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Williams lining up triple challenge in bet365 Gold Cup

There has been only one man to follow in the big staying handicap chases this season and Christian Williams is set to launch a three-pronged assault on the last major prize of the current campaign when he saddles Scottish Grand National one-two Win My Wings and Kitty’s Light, as well as Coral Trophy winner Cap Du Nord, in Sandown’s bet365 Gold Cup Handicap Chase on Saturday.

The Ogmore-By-Sea handler has saddled 34 winners this season and it should come as no shock that 26 of those and over £550,000 of his total prize-money haul for the term, has come in races staged over further than two miles and seven furlongs.

His Kitty’s Light, who is the 5-1 second favourite with the sponsor, was a luckless runner-up in a chaotic ending to the three-mile-five-furlong Sandown contest 12 months ago and has proven to be the most consistent of bridesmaids once again this season, finishing second on four occasions.

Kitty's Light (right) was an unlucky loser last year
Kitty’s Light (right) was an unlucky loser last year (Alan Crowhurst/PA)

His latest silver medals have come behind his stablemates that are also engaged here and Williams believes it would be a fitting end to the season if the six-year-old can finally land a huge pot.

He said: “I think everybody would think that he’d very much deserve a success, not just us at Christian Williams racing.

“There would be plenty of cheers at Sandown if he was to win, he’s just so consistent. He’s a mile horse really being by Nathaniel, it’s not his fault he was bought by a staying chase trainer!

“I just feel a bit sorry for Kitty because a Christian Williams horse has stopped him in his two starts this year – Cap Du Nord at Kempton and Win My Wings at Ayr – but I think he’s won over £80,000 in those alone, so he’s won good money for his owners (Richard Bedford & All Star Sports Racing).”

However, Williams was keen to advise that Saturday is not a revenge mission for Kitty’s Light to right the wrong of 2021 and that the Scottish Grand National was perhaps his number one aim for the spring.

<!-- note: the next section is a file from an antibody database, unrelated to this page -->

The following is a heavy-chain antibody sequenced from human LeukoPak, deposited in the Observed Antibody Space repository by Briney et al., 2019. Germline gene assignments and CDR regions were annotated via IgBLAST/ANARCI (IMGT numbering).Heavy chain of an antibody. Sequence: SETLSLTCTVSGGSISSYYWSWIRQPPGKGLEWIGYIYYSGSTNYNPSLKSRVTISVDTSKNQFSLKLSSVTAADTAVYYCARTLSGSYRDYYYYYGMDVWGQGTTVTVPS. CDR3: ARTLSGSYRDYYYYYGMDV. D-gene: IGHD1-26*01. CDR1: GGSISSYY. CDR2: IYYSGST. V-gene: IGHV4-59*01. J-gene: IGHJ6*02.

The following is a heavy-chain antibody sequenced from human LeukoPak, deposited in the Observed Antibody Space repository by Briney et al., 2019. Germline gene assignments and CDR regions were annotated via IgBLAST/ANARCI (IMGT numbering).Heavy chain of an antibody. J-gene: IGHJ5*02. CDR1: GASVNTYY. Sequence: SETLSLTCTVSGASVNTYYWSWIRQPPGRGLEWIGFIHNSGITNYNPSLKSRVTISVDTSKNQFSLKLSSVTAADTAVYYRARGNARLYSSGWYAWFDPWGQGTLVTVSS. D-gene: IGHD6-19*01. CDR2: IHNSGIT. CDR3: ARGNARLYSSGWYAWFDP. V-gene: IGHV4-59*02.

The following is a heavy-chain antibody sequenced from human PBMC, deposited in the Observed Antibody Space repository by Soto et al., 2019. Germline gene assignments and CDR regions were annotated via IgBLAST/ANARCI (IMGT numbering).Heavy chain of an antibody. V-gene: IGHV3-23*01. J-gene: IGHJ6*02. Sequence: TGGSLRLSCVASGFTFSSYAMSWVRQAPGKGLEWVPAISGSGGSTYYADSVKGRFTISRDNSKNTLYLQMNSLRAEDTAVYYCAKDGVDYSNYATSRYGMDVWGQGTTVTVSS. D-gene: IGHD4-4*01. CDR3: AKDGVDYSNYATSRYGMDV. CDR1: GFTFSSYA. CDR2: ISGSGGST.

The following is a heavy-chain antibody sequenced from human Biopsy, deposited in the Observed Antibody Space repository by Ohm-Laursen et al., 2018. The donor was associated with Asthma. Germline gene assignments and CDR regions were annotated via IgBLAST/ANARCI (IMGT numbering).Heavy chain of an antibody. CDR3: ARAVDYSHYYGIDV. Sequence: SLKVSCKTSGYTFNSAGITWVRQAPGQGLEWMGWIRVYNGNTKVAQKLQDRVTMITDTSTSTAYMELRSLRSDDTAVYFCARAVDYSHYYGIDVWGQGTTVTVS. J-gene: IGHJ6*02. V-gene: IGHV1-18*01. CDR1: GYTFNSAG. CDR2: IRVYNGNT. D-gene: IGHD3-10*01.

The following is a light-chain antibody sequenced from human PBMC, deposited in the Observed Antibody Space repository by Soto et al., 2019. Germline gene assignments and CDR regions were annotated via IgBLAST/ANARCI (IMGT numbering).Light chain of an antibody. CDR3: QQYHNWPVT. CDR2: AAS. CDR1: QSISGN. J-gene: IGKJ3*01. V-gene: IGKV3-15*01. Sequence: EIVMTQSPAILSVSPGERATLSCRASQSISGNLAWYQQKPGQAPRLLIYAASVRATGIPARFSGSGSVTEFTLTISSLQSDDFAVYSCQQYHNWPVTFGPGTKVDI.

““We aimed Kitty’s Light for the Scottish National, so we don’t worry about things like last year too much. If we had a chip on our shoulder and had a big issue about it, we would have laid him out for this race,” Williams said at a media event organised by The Jockey Club.

There is a case to be made for all three of Williams’ runners to be right in the mix at the finish of this season-ending contest and it would be a fitting way for the Welshman to end a campaign in which he has dominated the stamina-sapping events.

Williams is wary of Enrilo in the main event
Williams is wary of Enrilo in the main event (Alan Crowhurst/PA)

However, the 39-year-old stressed that none of his trio have been laid out for this race and they could prove vulnerable to one that has been plotted for the £90,000 first prize.

He said: ““It would be a great end to the season, but it won’t spoil it if we don’t win.

“The only worry is that there might have been the odd horse or two who might have been pencilled in for this – I don’t know whether Paul Nicholls has shown his hand with Enrilo, but we’ll find out on Saturday. I’m sure he’ll be going there thinking he can beat us and we’ll be driving to Sandown thinking the same.”

Williams is hoping the success he has had this season could result in an increased string size in the future and is always looking for ways in which he can improve the quality of the occupants of Ogmore Farm.

He explained: “The phones have been ringing since Ayr and we can’t do more than what we’re doing, so it’s been great. We set out every year to try to win the ITV races and pick out which horses can win them.

“We try to win pots where the good prize money is and then you just hope that the owners re-invest it. Win My Wings’ owners have won some nice prize money and they’re going to buy another horse next year, so we’re always thinking.

“I think we’re having a nicer type of horse every year and we’ll go into next year with nicer horses. When you walk around the yard, you see them every morning and you can see month to month that the quality is going up. We’re spending £40,000 on horses now whereas last year we were spending £15,000 and hopefully we can start spending 60,000 and 70,000 down the line.

“We’re always on the lookout for horses every day and for a new place as well. We’ll find something. I have plenty of confidence in what I do and I have good staff, so moving is not something I’m worried about.

“Plenty of people march around and say they want to be champion trainer, but I think you need to be realistic. We enjoy winning the big races and we’d like better horses, and probably to find better horses you need to have more coming through your yard.”

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